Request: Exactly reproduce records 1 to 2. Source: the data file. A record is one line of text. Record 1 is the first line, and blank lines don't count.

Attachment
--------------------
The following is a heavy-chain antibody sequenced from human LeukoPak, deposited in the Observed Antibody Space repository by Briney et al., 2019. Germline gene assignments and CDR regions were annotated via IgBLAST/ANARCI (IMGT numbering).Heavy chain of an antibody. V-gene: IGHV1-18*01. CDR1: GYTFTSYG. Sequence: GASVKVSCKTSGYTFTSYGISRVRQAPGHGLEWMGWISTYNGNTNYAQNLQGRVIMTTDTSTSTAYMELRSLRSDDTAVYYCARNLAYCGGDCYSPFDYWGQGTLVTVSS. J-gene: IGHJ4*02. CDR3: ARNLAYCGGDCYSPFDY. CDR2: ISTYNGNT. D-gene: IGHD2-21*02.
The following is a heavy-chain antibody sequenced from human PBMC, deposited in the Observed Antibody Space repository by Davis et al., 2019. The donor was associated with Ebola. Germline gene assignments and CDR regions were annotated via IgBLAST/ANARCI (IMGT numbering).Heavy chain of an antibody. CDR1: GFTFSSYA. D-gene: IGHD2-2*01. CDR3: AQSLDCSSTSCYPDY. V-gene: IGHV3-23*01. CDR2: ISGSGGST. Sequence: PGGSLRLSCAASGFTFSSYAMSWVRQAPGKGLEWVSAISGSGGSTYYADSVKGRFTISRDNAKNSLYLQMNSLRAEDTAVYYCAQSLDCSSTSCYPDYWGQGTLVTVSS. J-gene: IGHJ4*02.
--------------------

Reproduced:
The following is a heavy-chain antibody sequenced from human LeukoPak, deposited in the Observed Antibody Space repository by Briney et al., 2019. Germline gene assignments and CDR regions were annotated via IgBLAST/ANARCI (IMGT numbering).Heavy chain of an antibody. V-gene: IGHV1-18*01. CDR1: GYTFTSYG. Sequence: GASVKVSCKTSGYTFTSYGISRVRQAPGHGLEWMGWISTYNGNTNYAQNLQGRVIMTTDTSTSTAYMELRSLRSDDTAVYYCARNLAYCGGDCYSPFDYWGQGTLVTVSS. J-gene: IGHJ4*02. CDR3: ARNLAYCGGDCYSPFDY. CDR2: ISTYNGNT. D-gene: IGHD2-21*02.
The following is a heavy-chain antibody sequenced from human PBMC, deposited in the Observed Antibody Space repository by Davis et al., 2019. The donor was associated with Ebola. Germline gene assignments and CDR regions were annotated via IgBLAST/ANARCI (IMGT numbering).Heavy chain of an antibody. CDR1: GFTFSSYA. D-gene: IGHD2-2*01. CDR3: AQSLDCSSTSCYPDY. V-gene: IGHV3-23*01. CDR2: ISGSGGST. Sequence: PGGSLRLSCAASGFTFSSYAMSWVRQAPGKGLEWVSAISGSGGSTYYADSVKGRFTISRDNAKNSLYLQMNSLRAEDTAVYYCAQSLDCSSTSCYPDYWGQGTLVTVSS. J-gene: IGHJ4*02.